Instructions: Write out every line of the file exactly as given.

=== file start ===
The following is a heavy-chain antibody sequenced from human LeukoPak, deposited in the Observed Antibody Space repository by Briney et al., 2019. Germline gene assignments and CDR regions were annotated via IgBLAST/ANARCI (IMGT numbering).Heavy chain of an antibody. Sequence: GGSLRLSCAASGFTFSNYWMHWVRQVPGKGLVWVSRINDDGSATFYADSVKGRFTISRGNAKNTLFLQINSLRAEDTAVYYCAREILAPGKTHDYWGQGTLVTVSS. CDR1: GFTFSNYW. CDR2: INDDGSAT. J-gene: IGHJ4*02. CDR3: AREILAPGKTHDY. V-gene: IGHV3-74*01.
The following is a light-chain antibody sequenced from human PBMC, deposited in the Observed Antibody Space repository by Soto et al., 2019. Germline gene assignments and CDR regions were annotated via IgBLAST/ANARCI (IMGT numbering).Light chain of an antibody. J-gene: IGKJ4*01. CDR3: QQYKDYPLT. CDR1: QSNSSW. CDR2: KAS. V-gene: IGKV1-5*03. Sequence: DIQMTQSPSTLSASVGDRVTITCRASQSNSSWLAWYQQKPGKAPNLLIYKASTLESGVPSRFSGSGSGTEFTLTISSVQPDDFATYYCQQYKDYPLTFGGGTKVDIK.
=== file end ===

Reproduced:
The following is a heavy-chain antibody sequenced from human LeukoPak, deposited in the Observed Antibody Space repository by Briney et al., 2019. Germline gene assignments and CDR regions were annotated via IgBLAST/ANARCI (IMGT numbering).Heavy chain of an antibody. Sequence: GGSLRLSCAASGFTFSNYWMHWVRQVPGKGLVWVSRINDDGSATFYADSVKGRFTISRGNAKNTLFLQINSLRAEDTAVYYCAREILAPGKTHDYWGQGTLVTVSS. CDR1: GFTFSNYW. CDR2: INDDGSAT. J-gene: IGHJ4*02. CDR3: AREILAPGKTHDY. V-gene: IGHV3-74*01.
The following is a light-chain antibody sequenced from human PBMC, deposited in the Observed Antibody Space repository by Soto et al., 2019. Germline gene assignments and CDR regions were annotated via IgBLAST/ANARCI (IMGT numbering).Light chain of an antibody. J-gene: IGKJ4*01. CDR3: QQYKDYPLT. CDR1: QSNSSW. CDR2: KAS. V-gene: IGKV1-5*03. Sequence: DIQMTQSPSTLSASVGDRVTITCRASQSNSSWLAWYQQKPGKAPNLLIYKASTLESGVPSRFSGSGSGTEFTLTISSVQPDDFATYYCQQYKDYPLTFGGGTKVDIK.